11. Huon pine (Lagarostrobos franklinii)
  12. Gungurru (Eucalyptus caesia)
  13. Wollemi pine (Wollemia nobilis)
  14. Sydney red gum (Angophora costata)
  15. Paperbark (Melaleuca quinquenervia)
  16. Old man banksia (Banksia serrata)
  17. Bunya pine (Araucaria bidwillii)
  18. Deciduous beech (Nothofagus gunnii)
  19. Weeping bottlebrush (Callistemon viminalis)
  20. Macadamia tree (Macadamia integrifolia)
  21. Queensland bottle tree (Brachychiton rupestris)
  22. Red cedar (Toona ciliata)
  23. Blackwood (Acacia melanoxylon)
  24. River sheoak (Casuarina cunninghamiana)
  25. Coastal tea tree (Leptospermum laevigatum)
  26. Quandong (Santalum acuminatum)
  27. Grey mangrove (Avicennia marina)
  28. Cypress pine (Callitris glaucophylla)
  29. Coolabah (Eucalyptus coolabah)
  30. Queensland kauri (Agathis robusta)
  31. Mulga wattle (Acacia aneura)
  32. Darwin woollybutt (Eucalyptus miniata)
  33. Red cabbage palm (Livistona mariae

Quotes from tree experts available for media use

Quote attributed to Millie Ross, presenter, ABC’s Gardening Australia

“I am so heartened that Australia took the tree poll so deeply into their hearts, I think the big winner was TREES! The river red gum was always going to be a front runner, such a widespread species yet so uniquely adapted to each place. I think that every landscape within which they occur, is somewhat defined by them. They are such cornerstone species for the ecosystem, as well as the communities around them. To see the snow and ghost gums also score so highly is also a vote for the incredible places that they represent. There is no doubting that Australia is home to plants unique in the world. What a treat it has been to consider, debate and celebrate them!”

Quote attributed to Geoff Booth, Manager Operations, Botanic Gardens and State Herbarium, SA.

“I love trees and especially large gnarly old growth Eucalyptus because they have character; just like an old wine, they get better with age. The older they get, the more they can provide – habitat, water retention, shade and protection.”

Quote attributed to Professor Tim Entwisle, Director and Chief Executive of Royal Botanic Gardens Victoria.

At last, trees are given the same respect as the birds that perch in them! This is a celebration of the many roles native trees play in our lives – from home and habitat for wildlife through to the clean air and oxygen we all need to survive. Essential to life, and beautiful too.”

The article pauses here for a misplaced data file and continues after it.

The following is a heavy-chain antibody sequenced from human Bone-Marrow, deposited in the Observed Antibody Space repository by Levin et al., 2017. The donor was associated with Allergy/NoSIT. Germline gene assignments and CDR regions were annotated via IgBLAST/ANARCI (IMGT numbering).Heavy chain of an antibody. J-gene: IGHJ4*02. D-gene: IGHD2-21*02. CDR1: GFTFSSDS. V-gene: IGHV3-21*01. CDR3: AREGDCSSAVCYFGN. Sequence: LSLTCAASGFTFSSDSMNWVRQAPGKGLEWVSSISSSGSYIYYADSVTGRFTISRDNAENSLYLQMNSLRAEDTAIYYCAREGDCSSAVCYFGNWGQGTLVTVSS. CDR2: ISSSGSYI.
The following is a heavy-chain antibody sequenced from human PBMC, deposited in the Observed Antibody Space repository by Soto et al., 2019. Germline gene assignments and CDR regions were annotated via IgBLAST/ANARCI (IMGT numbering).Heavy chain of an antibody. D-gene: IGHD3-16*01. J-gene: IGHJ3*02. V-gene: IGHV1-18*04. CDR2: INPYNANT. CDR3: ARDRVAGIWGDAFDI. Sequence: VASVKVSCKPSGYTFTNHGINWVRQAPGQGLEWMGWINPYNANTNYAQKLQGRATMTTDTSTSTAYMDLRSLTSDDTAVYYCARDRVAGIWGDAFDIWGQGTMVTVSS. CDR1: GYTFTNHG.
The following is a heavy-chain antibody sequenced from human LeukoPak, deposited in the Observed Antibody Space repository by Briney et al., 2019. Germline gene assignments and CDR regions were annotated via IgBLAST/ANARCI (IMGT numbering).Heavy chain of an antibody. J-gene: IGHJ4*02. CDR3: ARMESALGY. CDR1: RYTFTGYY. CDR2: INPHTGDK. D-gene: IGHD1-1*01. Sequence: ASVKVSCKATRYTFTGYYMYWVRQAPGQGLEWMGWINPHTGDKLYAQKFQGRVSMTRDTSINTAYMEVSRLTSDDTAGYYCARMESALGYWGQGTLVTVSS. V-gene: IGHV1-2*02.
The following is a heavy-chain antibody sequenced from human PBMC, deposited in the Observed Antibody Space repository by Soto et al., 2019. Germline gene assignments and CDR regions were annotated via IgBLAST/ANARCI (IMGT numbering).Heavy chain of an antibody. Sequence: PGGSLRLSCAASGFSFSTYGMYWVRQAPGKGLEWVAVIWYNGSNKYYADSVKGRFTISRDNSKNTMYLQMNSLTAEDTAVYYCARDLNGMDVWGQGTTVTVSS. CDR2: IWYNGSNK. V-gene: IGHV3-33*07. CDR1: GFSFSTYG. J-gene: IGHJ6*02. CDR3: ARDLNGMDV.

Quotes attributed to John Arnott, Manager Horticulture at Australian Native Garden, Vic.

“Trees have an important role of sequestering carbon in the atmosphere, and store vast amounts of carbon for centuries. They also provide the food, shelter and homes for so much of our native wildlife.”

“It’s almost impossible to see a ‘perfect’ Eucalyptus leaf – there are scars from invertebrate grazing, chewing and sucking, and there are the tell-tale signs of possum or koala browsing. It’s a food source. But overseas, Eucalypt trees present very differently because their leaves are close to perfect – there are different or fewer insects, birds and mammals that eat them.”

“There’s a tree that I cycle past every day on my way to work, a Red Gum. I’ve looked at it consciously for 35 years. It fell over in a storm perhaps 50 years earlier (or more) and is now resting in a paddock on the ground. It is lying horizontal but still has some connectivity to the ground through a slither of the trunk and its roots. It has been throwing up new shoots and has persisted. Its resilience is remarkable.”

Quotes attributed to Peter Feilen, Horticulturist, Australian National Botanic Gardens, ACT.

In an urban context, trees reduce noise pollution; reduce summer heat; reduce air pollution; and soften the visuals of a hard urban landscape. A direct correlation between trees and an improved level of general and mental health has also been found.

“Personally, as an arborist and botanical gardens horticulturist I am privileged to have a very close relationship with trees; propagating, growing, planting and even climbing, which I probably love the most.”

“Trees will continue to play an important role mitigating climate change, by absorbing carbon to make wood. However, trees are also victims of climate change and other human activity, such as development and introduction of invasive species and diseases. They need our help.”

“In the 2015 Global Tree Assessment it was found that 30 per cent of tree species are threatened with extinction, and at least 142 tree species are recorded as extinct. Essentially, the message is that we need trees and trees need us.”